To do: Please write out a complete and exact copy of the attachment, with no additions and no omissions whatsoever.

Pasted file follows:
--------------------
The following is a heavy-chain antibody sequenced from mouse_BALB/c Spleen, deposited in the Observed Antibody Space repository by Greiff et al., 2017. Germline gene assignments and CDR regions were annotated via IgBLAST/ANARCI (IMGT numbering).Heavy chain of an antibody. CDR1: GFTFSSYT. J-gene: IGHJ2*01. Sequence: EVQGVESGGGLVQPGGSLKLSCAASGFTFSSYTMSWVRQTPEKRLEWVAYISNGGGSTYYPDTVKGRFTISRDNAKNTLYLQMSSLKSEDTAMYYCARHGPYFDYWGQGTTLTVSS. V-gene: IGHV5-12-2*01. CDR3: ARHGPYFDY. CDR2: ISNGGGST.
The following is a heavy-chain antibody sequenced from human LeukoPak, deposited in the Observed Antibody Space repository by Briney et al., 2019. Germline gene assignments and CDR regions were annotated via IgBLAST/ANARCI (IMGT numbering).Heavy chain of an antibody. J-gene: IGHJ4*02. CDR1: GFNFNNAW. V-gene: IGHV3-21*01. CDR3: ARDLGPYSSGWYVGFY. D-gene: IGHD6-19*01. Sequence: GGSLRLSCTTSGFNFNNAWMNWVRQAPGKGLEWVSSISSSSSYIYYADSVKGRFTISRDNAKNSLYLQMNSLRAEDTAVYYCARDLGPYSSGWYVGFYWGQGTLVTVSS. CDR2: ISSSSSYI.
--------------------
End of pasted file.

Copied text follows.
The following is a heavy-chain antibody sequenced from mouse_BALB/c Spleen, deposited in the Observed Antibody Space repository by Greiff et al., 2017. Germline gene assignments and CDR regions were annotated via IgBLAST/ANARCI (IMGT numbering).Heavy chain of an antibody. CDR1: GFTFSSYT. J-gene: IGHJ2*01. Sequence: EVQGVESGGGLVQPGGSLKLSCAASGFTFSSYTMSWVRQTPEKRLEWVAYISNGGGSTYYPDTVKGRFTISRDNAKNTLYLQMSSLKSEDTAMYYCARHGPYFDYWGQGTTLTVSS. V-gene: IGHV5-12-2*01. CDR3: ARHGPYFDY. CDR2: ISNGGGST.
The following is a heavy-chain antibody sequenced from human LeukoPak, deposited in the Observed Antibody Space repository by Briney et al., 2019. Germline gene assignments and CDR regions were annotated via IgBLAST/ANARCI (IMGT numbering).Heavy chain of an antibody. J-gene: IGHJ4*02. CDR1: GFNFNNAW. V-gene: IGHV3-21*01. CDR3: ARDLGPYSSGWYVGFY. D-gene: IGHD6-19*01. Sequence: GGSLRLSCTTSGFNFNNAWMNWVRQAPGKGLEWVSSISSSSSYIYYADSVKGRFTISRDNAKNSLYLQMNSLRAEDTAVYYCARDLGPYSSGWYVGFYWGQGTLVTVSS. CDR2: ISSSSSYI.